How to Cheat on MySpace

angel vs. devil

Ever wonder how people rack up ungodly numbers of friends on MySpace? Many of them game the system by using “friend adders.” Essentially, they strike a Faustian bargain with a huge pool of other members also wanting to boost their numbers, to trick casual visitors into thinking they’re more popular than they really are. But how do they find other members willing to participate in the deception?

Google “friend adder” and you’ll quickly see that this is not an underground phenomenon. It reminds me of the mp3.com days, where artists were paid monthly based on how many plays they got. There was big money to be made, so artists teamed up to help each other out. The technically savvy found more devious ways to rack up millions of plays, generating thousands – even tens of thousands – of dollars per month. Even a relative unknown like Color Theory took in $1600 over a year and a half (yes, legitimately). In contrast, today Rhapsody and Lala shell out a penny per stream.

Getting back to the topic at hand, most of the friend adders I’ve seen work the same way. They display a list of their members with “add to friends” links, which work just like the links on their MySpace profile pages. You click the link, confirm the add, and move on to the next. Each time you add somebody, you earn one point. The users with the most points at the end of the day move to the top of the list, which will give them the most adds the next day. Alternately, you can skip the tedium and go to the top of the list by paying for a “featured listing.”

Ironically (or justly, depending on your point of view), there’s even a site that games the friend adder sites! It automates the process to earn credits on a bunch of different adder sites at once, but supposedly it could get you banned from those sites or even from MySpace.

Unfortunately, the gaming extends beyond friend requests. You can buy $35 software to automate mass comments, messages, you name it. And it’s not just MySpace. You can do the same thing on Facebook, Bebo, even YouTube. For example, you can automatically send friend requests to all the members of a Facebook group with a accompanying note about how you share the same interests. In short, this is not the level playing field for artists that we were promised the internet would provide.

So where does that leave me? I’d be lying if I said I wasn’t curious to see what an extra 10,000 friends might do for sales and search engine rankings. When you really think about it, it’s not like I’m in the habit of turning down friend requests from people I don’t know. Hmm…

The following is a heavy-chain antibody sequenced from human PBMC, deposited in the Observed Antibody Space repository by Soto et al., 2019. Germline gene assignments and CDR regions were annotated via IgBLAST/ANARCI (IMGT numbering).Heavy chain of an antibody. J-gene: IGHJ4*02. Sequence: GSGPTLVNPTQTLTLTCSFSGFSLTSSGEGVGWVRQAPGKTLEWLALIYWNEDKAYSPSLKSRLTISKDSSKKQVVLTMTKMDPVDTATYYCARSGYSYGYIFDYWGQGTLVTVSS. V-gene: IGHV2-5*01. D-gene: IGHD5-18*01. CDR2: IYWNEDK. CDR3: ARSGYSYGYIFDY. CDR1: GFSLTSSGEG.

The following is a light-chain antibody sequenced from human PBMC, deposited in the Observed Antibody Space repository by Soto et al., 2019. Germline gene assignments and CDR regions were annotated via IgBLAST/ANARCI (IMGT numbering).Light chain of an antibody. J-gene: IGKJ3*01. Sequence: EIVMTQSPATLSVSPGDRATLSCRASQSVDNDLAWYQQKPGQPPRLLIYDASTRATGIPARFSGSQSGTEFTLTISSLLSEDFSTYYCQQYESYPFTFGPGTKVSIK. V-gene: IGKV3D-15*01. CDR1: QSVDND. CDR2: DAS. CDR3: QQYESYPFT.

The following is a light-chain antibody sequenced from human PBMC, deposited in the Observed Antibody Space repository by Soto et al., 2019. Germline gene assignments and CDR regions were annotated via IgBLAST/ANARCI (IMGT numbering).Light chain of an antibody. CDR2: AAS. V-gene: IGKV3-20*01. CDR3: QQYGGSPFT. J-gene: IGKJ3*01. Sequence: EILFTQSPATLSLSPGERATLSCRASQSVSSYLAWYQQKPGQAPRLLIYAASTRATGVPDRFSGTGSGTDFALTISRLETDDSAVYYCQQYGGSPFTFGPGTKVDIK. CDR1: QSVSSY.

Actually, I do turn down friend requests from porn merchants, which brings me to my possibly flawed method of detecting gamers. When you find a profile with 2000 or more of what you consider unlikely friends, click the “view all friends” link. If half of the pics that come up are girls in bikinis or less, you’ll know why.

5 thoughts on “How to Cheat on MySpace”

  1. Good post. I feel like this is something that often flies under the radar. I’m not going to lie I’ve “experimented” with several myspace friend adders in the past, but as of late have gone for the au natural approach. I’m releasing a new record in the next few months and I certainly don’t want to be at a disadvantage to others who are automating their approach. I don’t know. It’s a tough call. Thanks for the interesting post.

  2. Yet another reason why the number of MySpace friends is a poor measure to gauge an artist’s popularity or marketability (music execs, take note please! :P)

  3. Mysace is dead it seems, at least judging by the number of comments this post has drawn. I came here from the online – only promotion post, and though this one here seems rather dead I want to add my quota. I don´t believe automatic approach has or gives you any advantage. From what I read here, you´d be adding only bands who are eager to add as many friends as possible, no matter who or how. They wont look at yout profile, they wont give you a play. The´ll just add anyone automatically and the only profile they´ll be looking at is their own, to see the numbers growing. Haphazard adding may result in some small percentage of real visitors and plays, and a small percentage of them may even buy. And a small percentage of 10 000 is more that a small percentage of 1000, agreed. But I think it´s a waste of time and effort. 10 friends, who you added because they seem to have the “right” taste in music, or who added you because they really liked you or your music are worth a lot more that 10 000 friends who don´t care a bit. The only ones who profit are the companies selling the software (see post above, advertisment for a friendadder system).

  4. While it might have been worth the time and effort a couple years ago, there’s no point anymore. People have moved on. I always get a chuckle when I visit a band page with 3000+ “friends” and no comments in the past month.

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